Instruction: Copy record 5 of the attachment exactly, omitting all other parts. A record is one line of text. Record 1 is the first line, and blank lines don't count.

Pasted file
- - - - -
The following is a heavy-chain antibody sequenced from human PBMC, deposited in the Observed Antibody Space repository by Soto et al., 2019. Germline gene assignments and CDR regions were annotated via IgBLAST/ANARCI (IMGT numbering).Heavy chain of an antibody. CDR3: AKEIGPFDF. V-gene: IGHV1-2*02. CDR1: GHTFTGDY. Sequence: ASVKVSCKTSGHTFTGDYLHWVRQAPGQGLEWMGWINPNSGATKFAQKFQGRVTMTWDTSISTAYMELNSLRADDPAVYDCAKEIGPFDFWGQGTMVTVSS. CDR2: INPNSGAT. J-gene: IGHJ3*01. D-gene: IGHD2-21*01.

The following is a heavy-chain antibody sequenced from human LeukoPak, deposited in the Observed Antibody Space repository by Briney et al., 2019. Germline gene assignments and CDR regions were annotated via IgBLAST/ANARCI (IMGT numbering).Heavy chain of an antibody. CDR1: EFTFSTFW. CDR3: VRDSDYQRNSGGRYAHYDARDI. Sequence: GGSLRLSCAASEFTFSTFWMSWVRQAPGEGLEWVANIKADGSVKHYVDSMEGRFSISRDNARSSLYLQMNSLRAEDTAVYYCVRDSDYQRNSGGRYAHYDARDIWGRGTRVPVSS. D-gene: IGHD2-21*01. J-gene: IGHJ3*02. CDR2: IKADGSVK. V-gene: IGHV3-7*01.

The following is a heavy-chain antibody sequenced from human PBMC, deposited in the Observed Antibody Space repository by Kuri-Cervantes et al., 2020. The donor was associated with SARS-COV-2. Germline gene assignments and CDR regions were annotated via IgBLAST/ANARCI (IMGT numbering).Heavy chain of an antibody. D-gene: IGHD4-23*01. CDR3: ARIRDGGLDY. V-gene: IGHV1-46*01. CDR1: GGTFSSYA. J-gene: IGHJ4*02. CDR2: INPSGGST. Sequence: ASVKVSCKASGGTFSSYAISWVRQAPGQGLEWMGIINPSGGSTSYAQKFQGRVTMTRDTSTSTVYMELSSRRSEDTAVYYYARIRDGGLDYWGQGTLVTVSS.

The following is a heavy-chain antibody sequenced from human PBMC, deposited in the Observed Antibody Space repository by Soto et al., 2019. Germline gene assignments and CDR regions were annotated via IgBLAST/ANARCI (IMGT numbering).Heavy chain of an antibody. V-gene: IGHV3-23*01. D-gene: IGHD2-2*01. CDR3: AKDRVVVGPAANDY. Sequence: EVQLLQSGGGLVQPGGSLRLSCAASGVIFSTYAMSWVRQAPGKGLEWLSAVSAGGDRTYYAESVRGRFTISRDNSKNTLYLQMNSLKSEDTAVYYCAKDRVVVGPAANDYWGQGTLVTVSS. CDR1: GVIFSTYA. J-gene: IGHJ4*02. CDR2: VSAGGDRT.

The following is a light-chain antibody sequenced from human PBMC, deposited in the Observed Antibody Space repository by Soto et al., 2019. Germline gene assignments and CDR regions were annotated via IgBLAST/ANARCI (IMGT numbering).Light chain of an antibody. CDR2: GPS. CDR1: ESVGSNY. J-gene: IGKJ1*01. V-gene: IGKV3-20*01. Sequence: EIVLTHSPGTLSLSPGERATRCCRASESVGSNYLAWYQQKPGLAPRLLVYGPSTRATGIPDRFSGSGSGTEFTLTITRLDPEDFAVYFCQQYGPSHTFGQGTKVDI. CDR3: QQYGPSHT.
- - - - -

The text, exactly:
The following is a light-chain antibody sequenced from human PBMC, deposited in the Observed Antibody Space repository by Soto et al., 2019. Germline gene assignments and CDR regions were annotated via IgBLAST/ANARCI (IMGT numbering).Light chain of an antibody. CDR2: GPS. CDR1: ESVGSNY. J-gene: IGKJ1*01. V-gene: IGKV3-20*01. Sequence: EIVLTHSPGTLSLSPGERATRCCRASESVGSNYLAWYQQKPGLAPRLLVYGPSTRATGIPDRFSGSGSGTEFTLTITRLDPEDFAVYFCQQYGPSHTFGQGTKVDI. CDR3: QQYGPSHT.